Knowing more about your customers can mean knowing the kind of content they’ll enjoy and find useful, the places you should be to connect with them online, and the kinds of offers they’ll find appealing. When you really know your clients, you’re less likely to fall prey to overgeneralizations (“Nobody watches TV any more”) or emotional decisions (“I know what I like”).
Here’s a quick and easy way to learn more about your customers. All you’ll need is a couple of hours and a team member with mad internet research skillz.
Begin with your customer personas. This is the imaginary person based on your target market: your typical customer or best customer. You know your customer’s gender, age, family circumstances, average income, and buying motivations. So find a person like that online. Check LinkedIn for people in your target area with the kind of job your customer persona has.
You could use an actual customer, of course, but choosing a stranger will keep you from feeling inhibited when you move on to the next step: stalking.
Google is your best friend here, but there are other places to look:
- Intelius gives you lots of basic info that you can use to find more data.
- http://pinterest.com/USER-NAME/following/ is the search to find who your target customer follows on Pinterest — providing great insights into what he or she finds visually appealing. Just paste that in your navigation bar, replacing USER-NAME with the Pinterest handle of your subject.
- MyLife shares more information about the subject’s family.
- 123People can hook you up with your subject’s online life, including articles
- Know’em is a quick first check for social media profiles. However, your subject may choose something less obvious for a username, so it’s just a quick check.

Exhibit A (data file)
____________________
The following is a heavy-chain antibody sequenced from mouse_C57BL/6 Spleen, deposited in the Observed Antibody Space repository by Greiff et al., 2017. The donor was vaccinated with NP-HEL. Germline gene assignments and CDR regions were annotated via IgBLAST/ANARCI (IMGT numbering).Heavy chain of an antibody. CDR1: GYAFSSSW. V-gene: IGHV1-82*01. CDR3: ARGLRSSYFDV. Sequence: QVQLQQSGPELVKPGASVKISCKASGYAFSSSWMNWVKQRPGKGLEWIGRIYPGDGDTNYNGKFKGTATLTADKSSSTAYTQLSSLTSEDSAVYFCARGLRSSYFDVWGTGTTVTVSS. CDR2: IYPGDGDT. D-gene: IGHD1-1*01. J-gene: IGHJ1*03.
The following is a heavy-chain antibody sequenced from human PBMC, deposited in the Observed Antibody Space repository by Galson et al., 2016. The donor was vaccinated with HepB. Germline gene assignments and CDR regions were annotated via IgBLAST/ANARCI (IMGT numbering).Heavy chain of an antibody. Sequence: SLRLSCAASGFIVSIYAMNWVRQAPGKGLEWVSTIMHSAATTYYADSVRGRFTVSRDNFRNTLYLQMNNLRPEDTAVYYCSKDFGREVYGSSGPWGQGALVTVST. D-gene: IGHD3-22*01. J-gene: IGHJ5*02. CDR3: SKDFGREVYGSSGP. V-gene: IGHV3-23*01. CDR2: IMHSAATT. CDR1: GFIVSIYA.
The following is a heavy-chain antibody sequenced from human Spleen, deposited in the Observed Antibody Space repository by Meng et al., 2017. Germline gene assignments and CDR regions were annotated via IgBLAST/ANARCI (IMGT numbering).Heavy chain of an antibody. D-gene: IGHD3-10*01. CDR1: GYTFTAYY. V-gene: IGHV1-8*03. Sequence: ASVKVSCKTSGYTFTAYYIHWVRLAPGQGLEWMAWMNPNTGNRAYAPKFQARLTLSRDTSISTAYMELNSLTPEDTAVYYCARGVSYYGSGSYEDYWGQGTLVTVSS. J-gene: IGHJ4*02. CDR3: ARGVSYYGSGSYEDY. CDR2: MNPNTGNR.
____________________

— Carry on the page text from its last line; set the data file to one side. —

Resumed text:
Look at the ways they use social media so you can reach them where they are. See the kind of content they like to consume — only a very small percentage of people actually produce content online, so this is usually more accessible than what they themselves post. Use the information you find to flesh out your fictional persona.
Then use the LinkedIn “similar” button to find another subject. Study a few for each of your personas.
Make this easy on yourself — choose people with unusual names. Trying to stalk Josh Green or Kate Johnson will give you a very low signal-to-noise ratio. You’ll also find at LinkedIn that you can’t see much about people with whom you have no connection. Depending how uncomfortable it makes you to stalk acquaintances, you may be able to find more information about people with whom you are connected in the second degree. Who knows — you might make friends and influence people as a side effect of your research.
We’ve found specialized social sites we’d never heard of, IRL networking opportunities we hadn’t considered, and counterexamples to our expectations — all of which are very valuable.